In my circles, conservative evangelical Christianity is not only uncommon but abhorrent.  Secularism reigns in these parts, and the gracious openness offered to religious people and religious issues does not extend to followers of Jesus. 

Though I am myself "one of those," I did not grow up in the faith and so I feel I am in a better position to get outside of our box and think about this in more neutral terms.  It seems to me that people tend to think in one of two ways, neither of which rubs well against the Christian perspective.  One is that there is no need for atonement/redemption/salvation, because humans are OK.  The other is that there is such a need for atonement/redemption/salvation, but there are many ways to define and achieve it. 

It strikes me that most people should be able to understand that there are these two ways to think about human existence, and that there is also another approach that says there are limited ways to define and achieve atonement/redemption/salvation, of which some may believe that there is only really one way to do so.  Given that reasonable people disagree about small and big things all the time, it shouldn't surprise folks when they encounter people who come at this from all of those different angles.

The particular bile directed at Christians must come from somewhere, then, besides just something inherent to this kind of disagreement.  Here I must jump back into my Christian box because when I wasn't a Christian I was never hot against Christians for believing what they believed, so I have no special insight as to where the venom is coming from.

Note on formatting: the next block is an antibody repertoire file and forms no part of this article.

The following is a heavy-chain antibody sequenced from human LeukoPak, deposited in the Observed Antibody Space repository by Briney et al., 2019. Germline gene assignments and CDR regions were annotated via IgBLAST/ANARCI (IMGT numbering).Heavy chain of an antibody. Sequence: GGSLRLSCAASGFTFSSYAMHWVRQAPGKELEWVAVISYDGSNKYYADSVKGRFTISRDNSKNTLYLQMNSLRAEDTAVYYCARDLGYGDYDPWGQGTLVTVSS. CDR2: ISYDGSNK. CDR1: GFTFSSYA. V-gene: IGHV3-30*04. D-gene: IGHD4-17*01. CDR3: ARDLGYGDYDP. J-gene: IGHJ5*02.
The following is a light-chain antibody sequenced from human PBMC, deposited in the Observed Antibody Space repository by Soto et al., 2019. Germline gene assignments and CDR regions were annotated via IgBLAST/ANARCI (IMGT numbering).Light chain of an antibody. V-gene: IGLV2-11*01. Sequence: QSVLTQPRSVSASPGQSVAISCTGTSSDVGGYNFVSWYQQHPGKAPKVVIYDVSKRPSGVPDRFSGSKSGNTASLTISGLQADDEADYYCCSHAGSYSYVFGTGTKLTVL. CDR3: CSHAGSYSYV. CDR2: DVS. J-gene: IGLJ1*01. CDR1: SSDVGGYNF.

Back inside my Christian box, I think I can see what the problem is.  In our minds, we are the aggrieved, simply adhering to and speaking forth what we have learned from church and the Bible, and incredulous as to why so many people are so furious at us for what we believe to be the truth, and life-giving truth at that.

What we don't realize is how little we have translated our salvation experience into the kind of humble and deferent posture that ought to mark our interactions with the world as redeemed people of God.  We know in our heads that what we have been taught is that we are all broken and guilty and dead and hopeless, and that it is only by the saving work of Jesus that we are made whole again in God and with God.  And yet how we live so seldom conveys any such relief or gratitude or joy, but rather evokes a conceited and arrogant and dismissive posture to those around us.

Most of those around me have not likely had any contact with a truly humbled Christian person to know what it is really like to have your life changed by Jesus.  Indeed, many of those around me have had bad experiences with Christians, and have taken in all the hypocrisy between what they profess and how they actually live.  Why wouldn't you react harshly against a religion whose adherents act so condescendingly and self-righteously? 

While involved in a Christian group during college, I attended a number of training conferences on overseas Christian missions.  Through those events I was introduced to the concept of "syncretism," which basically means grafting parts of your home beliefs onto the Christian faith.  I admit that upon hearing examples of syncretism among new Christian converts in Asia, Africa, and Latin America, I found them blatantly and obviously wrong.  Couldn't these new Christians see that what they were holding onto about their home cultures was clearly not of their new faith?